The View From Here
St. Albert Dinner Theatre
Nov. 9 to 11, 16 to 18 and 23 to 25
Kinsmen Banquet Hall
47 Riel Dr.
Tickets: $50 to $55. Call 780-222-0102 or at http://www.stalberttheatre.com
In our politically correct world it’s not popular to make jokes about mental health issues. But the minute you say “don’t” to anyone in theatre, there’s an immediate push-back.
Now enjoying its seventh season, St. Albert Dinner Theatre (formerly St. Albert Theatre Troupe), is raising the seasonal curtain with American playwright Margaret Dulaney’s comedy, The View From Here.
Set in Kentucky in the mid ’80s, the two-act show works to reduce the stigma of mental illness by normalizing it through a sensitive blend of poignant insights and humorous jokes.
“When I saw the script, I thought I’d like to act in it. But the more I read the script, the more I realized I’d like to direct it,” said director Lori Chenger, a certified hypnotherapist specializing in dementia, and an instructor at Robertson College’s community support worker program.
“I work in the field and I saw characters that were so real, but they laughed at themselves, not at the illness. They just laugh to make light of the situation they are in.”
During an interview, the Kentucky born and raised Dulaney states she “was raised by a group of women who were quite magical. My work reflects their mystical stories and quirky southern personalities.”
The story pivots around Fern (Monica Lefurgey), a woman who suffers from agoraphobia, a coping mechanism for past traumas. The walls of the house act as a fence around Fern’s limited life. To pay the bills, she babysits young children.
“People come to her life. But she doesn’t go out,” Chenger said.
The stress spikes when Fern enters a contest and wins a microwave from the local grocery store only to discover she is required to accept it in person.
As the play opens, her visiting sister Maple (Raeven Dudley), enduring pressure from an anxious husband eager to conceive a child, is withdrawn, in an unresponsive stupor. At the opposite extreme Carla (Anne Marie-Smyth), a bigger-than-life busybody, drops in to check on Fern.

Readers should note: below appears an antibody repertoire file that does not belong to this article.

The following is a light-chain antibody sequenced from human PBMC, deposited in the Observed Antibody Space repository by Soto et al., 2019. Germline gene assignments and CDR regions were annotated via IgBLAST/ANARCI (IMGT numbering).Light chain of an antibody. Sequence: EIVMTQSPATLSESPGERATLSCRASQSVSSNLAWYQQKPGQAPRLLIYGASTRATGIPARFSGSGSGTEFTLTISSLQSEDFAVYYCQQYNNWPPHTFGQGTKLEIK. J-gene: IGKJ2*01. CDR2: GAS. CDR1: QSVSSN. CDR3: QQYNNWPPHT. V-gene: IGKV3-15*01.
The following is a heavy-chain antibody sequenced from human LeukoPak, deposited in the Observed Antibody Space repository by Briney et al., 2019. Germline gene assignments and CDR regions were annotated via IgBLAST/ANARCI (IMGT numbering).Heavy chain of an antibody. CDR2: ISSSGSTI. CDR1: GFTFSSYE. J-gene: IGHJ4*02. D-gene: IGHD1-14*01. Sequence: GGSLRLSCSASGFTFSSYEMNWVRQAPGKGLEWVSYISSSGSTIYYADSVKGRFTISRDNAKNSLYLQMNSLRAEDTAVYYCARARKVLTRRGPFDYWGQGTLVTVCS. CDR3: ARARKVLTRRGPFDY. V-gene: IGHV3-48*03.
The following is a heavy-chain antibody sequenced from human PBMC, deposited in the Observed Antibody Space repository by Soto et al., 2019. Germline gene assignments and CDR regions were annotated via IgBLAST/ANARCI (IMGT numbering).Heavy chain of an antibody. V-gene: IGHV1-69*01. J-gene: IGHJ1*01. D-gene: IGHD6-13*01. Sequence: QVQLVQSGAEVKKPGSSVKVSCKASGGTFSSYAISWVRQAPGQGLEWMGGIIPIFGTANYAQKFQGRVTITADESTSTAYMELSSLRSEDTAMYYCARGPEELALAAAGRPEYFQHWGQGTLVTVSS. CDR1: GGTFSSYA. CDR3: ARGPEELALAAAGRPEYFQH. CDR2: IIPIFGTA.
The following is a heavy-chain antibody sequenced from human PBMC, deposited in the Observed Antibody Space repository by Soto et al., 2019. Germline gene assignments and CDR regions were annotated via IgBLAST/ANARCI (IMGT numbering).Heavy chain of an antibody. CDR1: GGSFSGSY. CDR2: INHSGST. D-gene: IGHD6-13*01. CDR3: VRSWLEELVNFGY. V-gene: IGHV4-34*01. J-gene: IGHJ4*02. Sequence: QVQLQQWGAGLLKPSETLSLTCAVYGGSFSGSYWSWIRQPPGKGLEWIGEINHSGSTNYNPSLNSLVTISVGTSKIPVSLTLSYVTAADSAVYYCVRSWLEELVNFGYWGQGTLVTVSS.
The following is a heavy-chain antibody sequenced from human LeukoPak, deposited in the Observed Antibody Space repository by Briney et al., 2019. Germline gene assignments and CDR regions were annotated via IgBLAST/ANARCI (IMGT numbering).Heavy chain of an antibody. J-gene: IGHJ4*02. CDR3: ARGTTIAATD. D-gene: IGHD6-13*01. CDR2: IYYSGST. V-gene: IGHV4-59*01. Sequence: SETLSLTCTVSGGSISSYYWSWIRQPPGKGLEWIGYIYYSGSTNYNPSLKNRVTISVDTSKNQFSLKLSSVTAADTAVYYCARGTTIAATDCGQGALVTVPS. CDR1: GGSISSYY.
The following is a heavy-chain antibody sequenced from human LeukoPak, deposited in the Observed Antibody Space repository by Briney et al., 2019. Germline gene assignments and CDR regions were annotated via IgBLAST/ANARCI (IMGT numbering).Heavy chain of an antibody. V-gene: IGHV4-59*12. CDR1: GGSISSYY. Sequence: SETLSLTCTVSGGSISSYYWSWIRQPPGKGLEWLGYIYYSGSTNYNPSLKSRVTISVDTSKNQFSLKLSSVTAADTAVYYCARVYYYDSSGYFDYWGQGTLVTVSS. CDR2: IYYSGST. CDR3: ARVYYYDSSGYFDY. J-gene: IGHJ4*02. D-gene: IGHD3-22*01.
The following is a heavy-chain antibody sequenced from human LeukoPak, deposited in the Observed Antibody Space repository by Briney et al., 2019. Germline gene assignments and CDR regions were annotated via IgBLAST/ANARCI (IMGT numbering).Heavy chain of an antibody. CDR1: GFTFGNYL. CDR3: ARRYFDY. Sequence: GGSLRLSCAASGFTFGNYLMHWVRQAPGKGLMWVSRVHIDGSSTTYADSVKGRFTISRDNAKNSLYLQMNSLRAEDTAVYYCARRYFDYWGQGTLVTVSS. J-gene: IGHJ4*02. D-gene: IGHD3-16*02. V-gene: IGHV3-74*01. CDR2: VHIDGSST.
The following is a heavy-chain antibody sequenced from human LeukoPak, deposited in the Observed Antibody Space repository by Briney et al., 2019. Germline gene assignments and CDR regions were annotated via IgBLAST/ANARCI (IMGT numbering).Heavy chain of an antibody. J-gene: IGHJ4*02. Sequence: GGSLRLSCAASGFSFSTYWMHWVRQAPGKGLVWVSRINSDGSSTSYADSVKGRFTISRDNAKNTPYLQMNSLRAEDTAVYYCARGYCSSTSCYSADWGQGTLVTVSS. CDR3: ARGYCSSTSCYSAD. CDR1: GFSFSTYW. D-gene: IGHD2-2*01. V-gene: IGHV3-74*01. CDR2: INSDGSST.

“Carla listens to the police scanner. She lives in a world of tabloids. She’s a very eccentric character,” said Chenger.
Arnold (Rob Beeston), a neighbour living across the street, has just inherited a new set of problems. His wife departed with the furniture but left the baby. Unfortunately, Arnold lacks the skills to care for himself, let alone a baby.
“Each character has their own idiosyncrasies. It’s a world of heavy problems where make-believe clashes with reality. When a crisis happens, the lines alter the reality and these zany characters show you how they bridge the gap between reality and the world they live in.”
A View From Here was produced off-Broadway and at numerous community theatres. It received multiple internet reviews from both ends of the spectrum. One of the essential ingredients in a successful production is choosing the right actors to carry the roles.
“These actors lead other lives, yet they find the time to convey the words not just from the mind, but from the heart. I have found a beautiful cast who have found the words and emotion to go with it.”
Mental health is a hard sell, however the play is cranking up the message without preaching. And that message is about pricking the stigma, laughing with it, normalizing it and ultimately accepting people.
In documenting her vision of theatre Dulaney stated, “I imagine theatre is developing at the same slow drip as humanity. My hope is that the theatre will lift people, however that might be accomplished. Lift us into laughter, into a broader view, into understanding.”
The View From Here runs at the Kinsmen Banquet Centre from Nov. 9 to 11, 16 to 18 and 23 to 25.